Why was God in a hurry at the time of the Exodus?
“This is how you must eat [the Passover offering]: with your waist belted, your shoes on your feet, and your staff in your hand. And you must eat it in chipazon – in haste.” (Ex. 12:11)
The word chipazon is an unusual word; in the entire Bible it appears only three times. Twice it is used to describe the haste of the Israelites when leaving Egypt. Why did they need to be ready to leave at a moment’s notice?
According to the Midrash, there were in fact three parties who were in haste. The Egyptians, who were afraid that they would all die from the plagues, wanted the Israelite slaves to leave as quickly as possible. The Israelites were in a hurry, lest Pharaoh change his mind once again and refuse to let them leave.
But there was a third party in a rush. The Midrash also speaks of the chipazon of the Shechinah. Why was God in a hurry?
A Hasty Redemption
The redemption from Egypt needed to be fast, like the swift release of an arrow. Here was a group of slaves who had almost completely forgotten the greatness of their inner soul, a treasured gift from their forefathers, holy princes in the land. With a sudden push of God’s hand, a great people full of courage and nobility of spirit, unlike any nation the world had ever seen, was born. This was the dramatic birth “of a nation from the midst of another nation” on the stage of human history.
The meteoric exodus from Egypt with wonders and miracles was critical, to protect this new nation from the dark confusion of world-wide paganism. The Jewish people needed to be decisively extracted from the idolatrous Egyptian milieu in which they had lived for centuries, so that they would be free to raise the banner of pure faith and enlightenment.
The Future Redemption
The word chipazon appears a third time in the Bible – in Isaiah’s beautiful description of the future redemption. Unlike the Exodus from Egypt,
“You will not leave with haste – chipazon – or go in flight; for the Eternal will go before you, and your rear guard will be the God of Israel.” (52:12)
Unlike the miraculous upheaval that brought about the sudden birth of the Jewish people, the future redemption is a gradual process, advancing with slow, progressive steps.
Why will the future redemption be so different from the redemption from Egypt?
In Egypt, the Hebrew slaves were little different from their idolatrous neighbors. Their redemption required a supernatural intervention, a Divine rescue from above. But the future redemption will take place within the laws of nature. It emanates from the stirring of the human heart, itre’uta de-letata – an awakening from below. The Jewish people rises from its exilic slumber, returns to its homeland, regains its independence, rebuilds its forests and cities, defends itself from enemies who would destroy it, recreates its centers of Torah, and so on. Step by step, without overriding the laws of nature, so that even the ba’al ha-ness, the beneficiary of the miracle, is unaware of the miracle.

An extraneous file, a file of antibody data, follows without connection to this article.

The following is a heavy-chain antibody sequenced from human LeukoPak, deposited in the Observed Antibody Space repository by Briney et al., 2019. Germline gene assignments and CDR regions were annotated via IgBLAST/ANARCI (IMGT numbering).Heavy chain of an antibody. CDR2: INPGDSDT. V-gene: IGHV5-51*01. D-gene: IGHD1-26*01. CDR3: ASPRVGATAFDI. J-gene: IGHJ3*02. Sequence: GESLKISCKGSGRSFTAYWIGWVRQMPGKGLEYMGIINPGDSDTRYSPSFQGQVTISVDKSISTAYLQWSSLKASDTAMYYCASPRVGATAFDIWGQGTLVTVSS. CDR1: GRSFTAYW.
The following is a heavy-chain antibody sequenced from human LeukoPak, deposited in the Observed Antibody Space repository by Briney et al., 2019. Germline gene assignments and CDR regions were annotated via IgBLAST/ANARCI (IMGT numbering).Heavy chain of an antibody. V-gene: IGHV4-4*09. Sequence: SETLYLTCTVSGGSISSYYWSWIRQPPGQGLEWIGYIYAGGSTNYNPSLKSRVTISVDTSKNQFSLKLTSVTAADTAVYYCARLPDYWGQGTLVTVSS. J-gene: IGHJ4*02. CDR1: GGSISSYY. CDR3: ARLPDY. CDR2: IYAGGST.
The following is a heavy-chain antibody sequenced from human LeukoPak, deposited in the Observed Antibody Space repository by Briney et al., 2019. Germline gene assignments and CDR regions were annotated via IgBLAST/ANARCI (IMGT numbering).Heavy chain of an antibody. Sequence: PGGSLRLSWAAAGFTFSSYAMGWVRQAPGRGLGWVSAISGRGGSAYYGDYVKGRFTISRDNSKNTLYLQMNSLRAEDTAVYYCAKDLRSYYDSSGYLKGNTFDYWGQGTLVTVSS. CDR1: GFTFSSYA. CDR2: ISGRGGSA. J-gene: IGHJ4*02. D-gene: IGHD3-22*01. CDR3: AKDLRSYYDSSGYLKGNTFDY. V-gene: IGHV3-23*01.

Unlike the dramatic exodus from Egypt, the future redemption is not an escape from the world and its influences. Over the centuries, we have succeeded in illuminating many aspects that were full of darkness. Our influence has refined the world on many levels. The impact of our Torah and lifestyle, which we guarded with dedication and self-sacrifice throughout the generations, have served as bright stars of enlightenment for many nations.
The goals of the future redemption are twofold. First – to complete the enterprise of spreading our light throughout the world. This light needs to be projected in its pure, pristine form, cleansed from the dregs that have accumulated from centuries of negative influences. The second goal is to purify ourselves from those foreign tendencies that we have absorbed through our contact with the nations during our lengthy exile.
When we will stand once again, strong and independent on the majestic heights of our land, ready to reach our spiritual potential – only then will the nations be able to see our light.
But we must draw upon the heritage of our redemption from Egypt and miraculous birth as the people of Israel. Then our future redemption that will be not in haste, but will grow steadily, kim’a kim’a, like the ever-spreading light of the morning sun.
(Adapted from Ma’amarei HaRe’iyah vol. I. p. 164. Sent to Arutz Sheva by Rabbi Chanan Morrison of Mitzpeh Yericho, author of “Gold From the Land of Israel”. His website, ravkooktorah.org, is dedicated to presenting the Torah commentary of Rabbi Avraham Yitzchak HaCohen Kook)